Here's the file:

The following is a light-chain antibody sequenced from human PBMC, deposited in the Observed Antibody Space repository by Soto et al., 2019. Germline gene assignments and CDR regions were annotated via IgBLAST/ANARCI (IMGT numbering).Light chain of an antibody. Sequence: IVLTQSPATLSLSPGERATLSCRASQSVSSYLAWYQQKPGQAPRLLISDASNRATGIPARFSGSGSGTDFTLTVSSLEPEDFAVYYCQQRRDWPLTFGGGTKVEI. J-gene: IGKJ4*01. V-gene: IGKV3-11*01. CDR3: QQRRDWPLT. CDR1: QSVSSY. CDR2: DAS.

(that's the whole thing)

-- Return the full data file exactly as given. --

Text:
The following is a light-chain antibody sequenced from human PBMC, deposited in the Observed Antibody Space repository by Soto et al., 2019. Germline gene assignments and CDR regions were annotated via IgBLAST/ANARCI (IMGT numbering).Light chain of an antibody. Sequence: IVLTQSPATLSLSPGERATLSCRASQSVSSYLAWYQQKPGQAPRLLISDASNRATGIPARFSGSGSGTDFTLTVSSLEPEDFAVYYCQQRRDWPLTFGGGTKVEI. J-gene: IGKJ4*01. V-gene: IGKV3-11*01. CDR3: QQRRDWPLT. CDR1: QSVSSY. CDR2: DAS.